If we want to keep the endless vistas, we’ll need to eliminate the middle two elevators. There’s no other way to to take sections of hangar that are 8 Viper-slots wide and make them fit 21+ Hotstacks. That won’t be a problem, because we’ll double-size the inner two remaining elevators to account for the large elevator we see, so gross elevator-capacity remains the same. We can get away with that because we don’t see the inner midsection of the upper deck on-screen, so it could be totally different than the series-era configuration. The space left by the missing elevators also allows us to drop in two shop modules.

“But the same elevator capacity isn’t good enough!” I assume someone complains for rhetorical reasons. “There are a ton more Vipers to worry about, now. We need even more elevators” While it wasn’t on-screen, that’s taken care of by the Hotstack. Doug Drexler implies that the Hotstack extends all the way up to the landing deck, to clear an apparent bottleneck in the landing process:

The Eddie Olmos BSG established a modest number of (three or four) elevators that brought vipers from the landing deck above. The turn over capability was insufficient. Even if you only landed 50 vipers, it would take forever to get them downstairs, inspected, repaired, refueled, re-munitioned, and back on line. Our solution was that back in the good old days, each viper bay had four levels, inspection, minor repairs, avionics, munitions and fueling. Each bay had it’s own independent conveyor system.2Source

So let’s say that along the inner side of the landing deck are small bays, not unlike the launch tube airlocks on the hangar deck, where a Viper can be wheeled in and lowered into the hangar system, without using one of the large elevators. This also accounts for the barely-seen fifth level that Vipers lower down from.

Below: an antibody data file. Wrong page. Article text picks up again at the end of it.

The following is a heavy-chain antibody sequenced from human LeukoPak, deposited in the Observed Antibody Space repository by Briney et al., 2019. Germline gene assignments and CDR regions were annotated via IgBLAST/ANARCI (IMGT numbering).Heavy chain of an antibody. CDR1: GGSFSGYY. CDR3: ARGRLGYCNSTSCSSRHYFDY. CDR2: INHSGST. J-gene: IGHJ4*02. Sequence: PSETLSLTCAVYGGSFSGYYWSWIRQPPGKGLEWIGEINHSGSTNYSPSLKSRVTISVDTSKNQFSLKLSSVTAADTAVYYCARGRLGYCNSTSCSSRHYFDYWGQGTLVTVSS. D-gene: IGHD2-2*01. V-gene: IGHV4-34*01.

We can also say that the hotstacks under the arms of the flight pod connect to a longer elevator system that allows Vipers to be transferred from one pod to another. Presumably, when the rest of the hotstack system was dismantled post-war, these elevators remained, perhaps behind retractable panels, accounting for the scene in the Miniseries where all the museum Vipers were moved from the starboard flight pod to the port pod, even though the starboard launch and landing decks had been sealed. I always wondered how they pulled that off.

I’m going to just ignore the elevator to the launch tube at the end of the film. While that concept will come in handy for the Pegasus and Valkyrie, in this case, it just changes this from “difficult” to “impossible.” The height just isn’t there.

Height is the biggest limiting factor, here. The space between the level of the launch tubes and the landing deck is about three Vipers high. There’s no way to accommodate a five-level stack, or a three-level launch tube elevator, never mind both.  Since we barely see it and it’s mostly implicit, I cut out the fifth level of the stack, and have the fourth level open onto the deck. I brought the ceiling back down a bit. And we’ll just have the Vipers go from the stack to the launch tube the old fashioned way.